A new na­tional goal: sav­ing a mil­lion hearts

The Sun News (Sunday) - - Coasting - BY JANE E. BRODY

At­ten­tion all Amer­i­cans: Too many are at risk of suc­cumb­ing be­fore your time to the na­tion’s lead­ing killer, car­dio­vas­cu­lar dis­ease. Trans­la­tion: heart at­tacks and strokes.

Af­ter a decades-long drop, the car­dio­vas­cu­lar death rate has all but stalled and, fright­en­ingly, has even re­versed in a young group of peo­ple – adults ages 35 to 64, among whom deaths from heart dis­ease are now ris­ing.

Ac­cord­ingly, the Cen­ters for Dis­ease Con­trol and Pre­ven­tion has started an am­bi­tious na­tional ef­fort – Mil­lion Hearts 2022 – to re­vive what had long been a steady down­turn in the car­dio­vas­cu­lar death rate fos­tered largely by a de­cline in smok­ing and bet­ter de­tec­tion and treat­ment of el­e­vated blood pres­sure and choles­terol.

With your co­op­er­a­tion and the sup­port of the med­i­cal pro­fes­sion, in­sur­ance com­pa­nies, gov­ern­ment agen­cies and com­mu­ni­ties through­out the coun­try, the agency hopes to prevent 1 mil­lion heart at­tacks and strokes by the year 2022.

Achiev­ing this goal does not re­quire any new drugs, surg­eries or dis­cov­er­ies. It is not rocket science. There is al­ready a well-es­tab­lished path to coun­ter­ing car­dio­vas­cu­lar dis­ease. All it re­ally re­quires is the will of in­di­vid­u­als and so­ci­ety to fol­low it.

While this ef­fort may ini­tially in­volve some ad­di­tional dol­lars to bring car­dio­vas­cu­lar risk fac­tors un­der con­trol in more peo­ple, in the end the sav­ings could be as­tro­nom­i­cal.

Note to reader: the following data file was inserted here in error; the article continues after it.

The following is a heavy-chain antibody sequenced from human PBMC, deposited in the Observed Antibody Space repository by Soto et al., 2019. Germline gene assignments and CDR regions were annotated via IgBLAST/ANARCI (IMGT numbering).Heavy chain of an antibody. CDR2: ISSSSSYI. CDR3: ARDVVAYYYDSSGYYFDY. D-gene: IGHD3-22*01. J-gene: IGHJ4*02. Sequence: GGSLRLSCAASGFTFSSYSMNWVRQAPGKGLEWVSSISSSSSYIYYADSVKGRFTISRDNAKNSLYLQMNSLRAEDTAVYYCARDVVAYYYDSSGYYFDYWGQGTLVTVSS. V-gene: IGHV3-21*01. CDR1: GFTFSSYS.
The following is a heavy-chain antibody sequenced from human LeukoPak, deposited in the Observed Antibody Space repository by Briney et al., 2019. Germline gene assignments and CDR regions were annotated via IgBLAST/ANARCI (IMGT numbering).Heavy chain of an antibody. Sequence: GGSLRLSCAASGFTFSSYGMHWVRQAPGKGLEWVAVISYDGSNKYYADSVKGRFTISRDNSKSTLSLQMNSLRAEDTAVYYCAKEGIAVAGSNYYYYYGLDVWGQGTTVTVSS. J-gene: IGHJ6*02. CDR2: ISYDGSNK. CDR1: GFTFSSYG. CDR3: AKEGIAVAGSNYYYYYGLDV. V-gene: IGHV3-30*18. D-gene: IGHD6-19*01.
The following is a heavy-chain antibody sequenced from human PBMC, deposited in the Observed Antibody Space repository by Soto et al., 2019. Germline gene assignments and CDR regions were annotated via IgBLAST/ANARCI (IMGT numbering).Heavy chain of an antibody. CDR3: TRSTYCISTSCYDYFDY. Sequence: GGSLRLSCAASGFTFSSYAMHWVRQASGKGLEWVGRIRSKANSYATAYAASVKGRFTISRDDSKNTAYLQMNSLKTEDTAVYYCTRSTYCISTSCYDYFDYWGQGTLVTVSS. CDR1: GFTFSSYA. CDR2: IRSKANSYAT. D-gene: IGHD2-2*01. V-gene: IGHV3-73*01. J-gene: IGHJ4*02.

As the cen­ters’ ex­perts es­ti­mated last year, if 2016 trends re­main con­stant through 2021, an es­ti­mated 16.3 mil­lion po­ten­tially pre­ventable life-threat­en­ing or fa­tal events, or 3.3 mil­lion a year, are pro­jected to oc­cur, in­clud­ing 2.2 mil­lion emer­gency depart­ment vis­its, 2.2 mil­lion deaths and 11.8 mil­lion hos­pi­tal­iza­tions, at a pro­jected cost of $170 bil­lion. A third of these pre­ventable events are likely to af­flict peo­ple ages 35 to 64, these ex­perts, Dr. Janet S. Wright, Hi­lary K. Wall and Matthew D. Ritchey, cal­cu­lated.

“A lot of the plateau stems from the epi­demics of obe­sity and di­a­betes that have come home to roost,” said Ritchey, a se­nior sci­en­tist in the cen­ters’ divi­sion of heart dis­ease and stroke pre­ven­tion. “This is es­pe­cially so among adults aged 35 to 64, for whom heart dis­ease and stroke mor­tal­ity is ris­ing. It’s very con­cern­ing. Many are peo­ple with young chil­dren and ag­ing par­ents to care for.”

The ex­perts are not call­ing for a rev­o­lu­tion. “Small, sus­tained changes over time can have a big im­pact on in­di­vid­u­als and on the coun­try,” Ritchey said.

He and his col­leagues cited 213 mil­lion op­por­tu­ni­ties to im­prove car­dio­vas­cu­lar risk among Amer­i­cans by ad­dress­ing be­hav­iors that are cur­rently stand­ing in the way of progress:

● 71 mil­lion peo­ple are phys­i­cally in­ac­tive, par­tic­i­pat­ing in no leisure-time ex­er­cise.

● 54 mil­lion peo­ple are still smok­ing com­bustible to­bacco prod­ucts.

● 40 mil­lion adults have un­con­trolled high blood pres­sure.

● 39 mil­lion with high choles­terol are not us­ing med­i­ca­tion to lower it.

● 9 mil­lion peo­ple for whom a daily baby as­pirin is ap­pro­pri­ate are not tak­ing it.

In other words, “mil­lions of Amer­i­cans have car­dio­vas­cu­lar risk fac­tors that place them at in­creased risk of hav­ing a car­dio­vas­cu­lar event, de­spite the ex­is­tence of proven strate­gies for pre­vent­ing or manag­ing”

those risks, Wall and co-au­thors wrote.

The as-yet un­stop­pable epi­demic of obe­sity is most likely the lead­ing cause of pre­ventable car­dio­vas­cu­lar dis­ease and deaths. Ex­cess weight can re­sult in high blood pres­sure, high choles­terol lev­els, Type 2 di­a­betes and a re­luc­tance to be phys­i­cally ac­tive, all of which con­tribute to car­dio­vas­cu­lar risk.